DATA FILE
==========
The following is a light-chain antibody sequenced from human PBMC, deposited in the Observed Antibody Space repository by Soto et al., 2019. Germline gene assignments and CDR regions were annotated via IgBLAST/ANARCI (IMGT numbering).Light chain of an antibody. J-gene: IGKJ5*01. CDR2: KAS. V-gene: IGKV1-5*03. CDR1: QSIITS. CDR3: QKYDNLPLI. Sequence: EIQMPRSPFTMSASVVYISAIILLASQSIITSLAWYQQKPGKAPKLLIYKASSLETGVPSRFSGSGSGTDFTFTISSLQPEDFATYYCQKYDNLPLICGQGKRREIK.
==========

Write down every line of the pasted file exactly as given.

The following is a light-chain antibody sequenced from human PBMC, deposited in the Observed Antibody Space repository by Soto et al., 2019. Germline gene assignments and CDR regions were annotated via IgBLAST/ANARCI (IMGT numbering).Light chain of an antibody. J-gene: IGKJ5*01. CDR2: KAS. V-gene: IGKV1-5*03. CDR1: QSIITS. CDR3: QKYDNLPLI. Sequence: EIQMPRSPFTMSASVVYISAIILLASQSIITSLAWYQQKPGKAPKLLIYKASSLETGVPSRFSGSGSGTDFTFTISSLQPEDFATYYCQKYDNLPLICGQGKRREIK.